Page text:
ADOLESCENT HOSPITALIZATIONS US CDC Director Dr. Rochelle Walensky on June 4 urged parents to vaccinate their eligible children against SARS-CoV-2 and follow prevention measures for the disease, citing new data from a CDC study showing increased hospitalization rates in spring 2021 for adolescents with COVID-19. Researchers used data from the Coronavirus Disease 2019-Associated Hospitalization Surveillance Network to examine demographic and clinical characteristics and hospitalization rates of adolescents aged 12-17 years who were admitted to hospitals between March 1, 2020 and April 24, 2021. Among 204 adolescents who were likely hospitalized primarily for COVID-19 during January 1-March 31, 2021, 31.4% were admitted to an intensive care unit, and 4.9% required invasive mechanical ventilation. There were no COVID-19-associated deaths. Of the 204 adolescents, 52% were female, 31% were Latino, and 36% were Black. About 70% of the 204 adolescents had at least one underlying medical condition, with the most common being obesity. But nearly 30% had no underlying condition, reinforcing that even healthy adolescents are at risk of severe COVID-19-related disease.

Between March 1, 2020 and April 24, 2021, weekly adolescent hospitalization rates peaked at 2.1 per 100,000 in early January 2021, declined to 0.6 in mid-March 2021, and then rose to 1.3 in April 2021. The cumulative COVID-19 hospitalization rates for the adolescents from October 1, 2020, through April 24, 2021, were 2.5 to 3 times higher than recent seasonal influenza-associated hospitalization rates. Notably, some experts raised concern over the researchers’ use of data only through April 24, despite the availability of data through the end of May, which show another decrease in the 3-week average, down to 0.9 per 100,000.

The FDA’s Center for Biologics Evaluation and Research on June 10 will convene a virtual meeting of the Vaccines and Related Biological Products Advisory Committee to discuss the data needed to support an Emergency Use Authorization and Biologics License Application for SARS-CoV-2 vaccines intended for use in children younger than 12 years old. The committee will not discuss individual products during this meeting.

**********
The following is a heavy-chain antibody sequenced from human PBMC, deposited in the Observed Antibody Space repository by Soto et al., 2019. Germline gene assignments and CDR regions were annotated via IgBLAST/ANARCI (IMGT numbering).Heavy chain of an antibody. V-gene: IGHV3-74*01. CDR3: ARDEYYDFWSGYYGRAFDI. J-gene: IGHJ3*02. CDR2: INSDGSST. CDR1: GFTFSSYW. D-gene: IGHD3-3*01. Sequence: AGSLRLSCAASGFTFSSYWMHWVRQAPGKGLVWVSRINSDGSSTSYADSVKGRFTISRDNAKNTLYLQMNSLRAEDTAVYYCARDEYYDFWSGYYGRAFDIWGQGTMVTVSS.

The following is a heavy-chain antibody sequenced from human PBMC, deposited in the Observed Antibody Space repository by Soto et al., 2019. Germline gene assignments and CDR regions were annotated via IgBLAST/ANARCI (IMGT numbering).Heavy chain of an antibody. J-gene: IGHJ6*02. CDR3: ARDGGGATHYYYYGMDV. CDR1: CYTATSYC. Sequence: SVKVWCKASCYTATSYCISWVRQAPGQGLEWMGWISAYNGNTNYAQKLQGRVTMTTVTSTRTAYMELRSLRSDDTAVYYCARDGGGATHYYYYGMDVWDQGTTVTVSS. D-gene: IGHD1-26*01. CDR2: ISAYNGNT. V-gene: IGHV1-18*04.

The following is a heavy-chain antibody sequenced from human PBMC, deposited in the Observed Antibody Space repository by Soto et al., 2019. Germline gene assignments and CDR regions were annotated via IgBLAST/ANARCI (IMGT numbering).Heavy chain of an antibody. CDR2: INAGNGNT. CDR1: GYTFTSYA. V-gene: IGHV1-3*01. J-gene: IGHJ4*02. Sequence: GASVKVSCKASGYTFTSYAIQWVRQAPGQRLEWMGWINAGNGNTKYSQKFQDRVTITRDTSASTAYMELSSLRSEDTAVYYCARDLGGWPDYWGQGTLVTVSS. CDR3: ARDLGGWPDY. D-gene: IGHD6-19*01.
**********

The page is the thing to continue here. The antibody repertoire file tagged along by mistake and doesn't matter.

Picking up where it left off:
GLOBAL SUPPLY CHAIN Before COVID-19, global businesses had evolved to run efficiently with minimal stockpiling of necessary materials, instead leveraging their smaller overhead to produce a wider array of products. Relying on Just In Time manufacturing, parts and materials are delivered to manufacturers as they are needed rather than being stored in large quantities. While this practice has boosted global industry, the practice could not be adapted rapidly enough to handle the demands put on the supply chain by the COVID-19 pandemic. Everything from obtaining raw materials to delivering products to the end user came under acute stress as manufacturers struggled to keep up with changing pressures. 

A recent policy paper from the Center for Global Development analyzes global supply trends in 2020 and highlights key lessons. Among these is the interplay between political and market powers to influence global supply and movement of goods. While market forces have a large influence on product movement, political powers played a significant role during the pandemic to procure medicines and other medical supplies. Policy recommendations from the paper include increasing redundancy in the global supply chain and localizing production of critical materials for medicines. Although the worst of supply shortages appears to have mostly resolved, the cascading supply chain effects could have a lasting impact. Certainly, the world has witnessed supply chain fragility in the face of a global crisis, and realized more work must be done to better secure its resources.